London: Internet search giant Google is likely to be grilled by British lawmakers over revelations that it avoided paying over 200 million pounds in taxes to the UK Government.
Company accounts showed that last year Google raked in 2.6 billion pounds in revenues from its UK operations, which are officially based in Ireland.
The group, however, admitted it paid only six million pounds to the British exchequer in 2011.
Tax experts said the sum is 218 million pounds short of what it should have coughed up.
John Mann, a Labour member of the Treasury Select Committee, said it was “entirely improper and immoral” that Google should pay so little.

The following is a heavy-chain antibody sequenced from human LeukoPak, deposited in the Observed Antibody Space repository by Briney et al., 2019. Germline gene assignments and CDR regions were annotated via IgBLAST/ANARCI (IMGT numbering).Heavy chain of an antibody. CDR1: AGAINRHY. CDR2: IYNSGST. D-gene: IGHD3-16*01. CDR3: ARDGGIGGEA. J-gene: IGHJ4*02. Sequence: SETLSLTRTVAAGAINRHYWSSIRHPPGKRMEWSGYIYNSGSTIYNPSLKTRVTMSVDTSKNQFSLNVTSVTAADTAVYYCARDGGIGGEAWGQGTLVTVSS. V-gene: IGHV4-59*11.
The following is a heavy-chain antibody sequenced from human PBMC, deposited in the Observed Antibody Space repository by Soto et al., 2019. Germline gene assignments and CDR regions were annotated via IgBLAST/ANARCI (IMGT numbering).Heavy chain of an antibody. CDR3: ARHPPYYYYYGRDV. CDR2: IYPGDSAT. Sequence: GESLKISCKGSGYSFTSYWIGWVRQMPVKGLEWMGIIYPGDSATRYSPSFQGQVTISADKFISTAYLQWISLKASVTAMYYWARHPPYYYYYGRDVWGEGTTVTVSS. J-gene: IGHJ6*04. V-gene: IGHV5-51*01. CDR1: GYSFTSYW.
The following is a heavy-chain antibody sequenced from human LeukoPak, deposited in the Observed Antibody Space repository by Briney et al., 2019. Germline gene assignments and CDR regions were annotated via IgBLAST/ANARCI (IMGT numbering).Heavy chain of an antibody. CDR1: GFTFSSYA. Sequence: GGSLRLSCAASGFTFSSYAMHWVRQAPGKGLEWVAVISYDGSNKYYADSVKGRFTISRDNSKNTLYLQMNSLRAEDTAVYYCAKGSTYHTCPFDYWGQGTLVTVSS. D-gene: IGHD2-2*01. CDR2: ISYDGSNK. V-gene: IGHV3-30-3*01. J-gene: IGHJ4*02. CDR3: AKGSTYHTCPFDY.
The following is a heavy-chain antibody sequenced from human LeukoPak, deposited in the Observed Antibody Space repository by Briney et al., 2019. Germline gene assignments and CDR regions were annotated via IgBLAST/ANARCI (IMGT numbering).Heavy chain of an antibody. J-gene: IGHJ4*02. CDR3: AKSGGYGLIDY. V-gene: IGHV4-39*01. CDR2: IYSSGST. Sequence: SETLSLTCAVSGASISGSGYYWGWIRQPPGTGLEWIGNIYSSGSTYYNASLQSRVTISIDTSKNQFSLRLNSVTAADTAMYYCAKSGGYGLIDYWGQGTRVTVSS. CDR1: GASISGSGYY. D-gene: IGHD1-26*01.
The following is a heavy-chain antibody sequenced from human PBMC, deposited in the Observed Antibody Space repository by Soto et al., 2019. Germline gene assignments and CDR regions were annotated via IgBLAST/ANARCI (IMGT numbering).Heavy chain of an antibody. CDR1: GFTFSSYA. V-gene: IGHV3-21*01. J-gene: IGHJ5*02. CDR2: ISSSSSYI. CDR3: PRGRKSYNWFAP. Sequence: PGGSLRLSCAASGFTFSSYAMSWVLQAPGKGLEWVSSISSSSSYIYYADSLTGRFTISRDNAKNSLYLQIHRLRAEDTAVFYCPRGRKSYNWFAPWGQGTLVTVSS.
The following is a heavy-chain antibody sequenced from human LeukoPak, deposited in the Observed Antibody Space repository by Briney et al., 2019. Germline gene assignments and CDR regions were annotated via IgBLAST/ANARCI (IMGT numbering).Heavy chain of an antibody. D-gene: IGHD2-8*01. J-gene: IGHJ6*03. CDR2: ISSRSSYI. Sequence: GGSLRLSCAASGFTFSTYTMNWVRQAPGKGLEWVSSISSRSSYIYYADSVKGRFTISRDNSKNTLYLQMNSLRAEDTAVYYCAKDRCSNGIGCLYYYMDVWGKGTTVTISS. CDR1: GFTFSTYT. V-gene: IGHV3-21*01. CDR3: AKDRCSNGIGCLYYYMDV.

According to a report by The Independent, Mann plans to call Google executives to account before the committee.
“It is entirely immoral, this is a company avoiding its obligations and we are letting them get away with doing it,” Mann said.
“I think it would be highly appropriate to pull a Google executive in front of the committee to justify their failure to pay proper taxes, we would be looking at covering the issue in this parliamentary session, so before Easter, realistically,” he added.
According to The Telegraph, Google’s British operation is run as an agent of its Irish subsidiary, meaning it only pays tax on 10 per cent of its earnings.
The rest of the money is channelled via another subsidiary registered in Bermuda, thus avoiding tax.
Meanwhile, a Google spokesman said the firm abides by all tax laws, and that it makes a substantial contribution to the UK economy through local, payroll and corporate taxes.
First Published: Monday, August 13, 2012, 16:54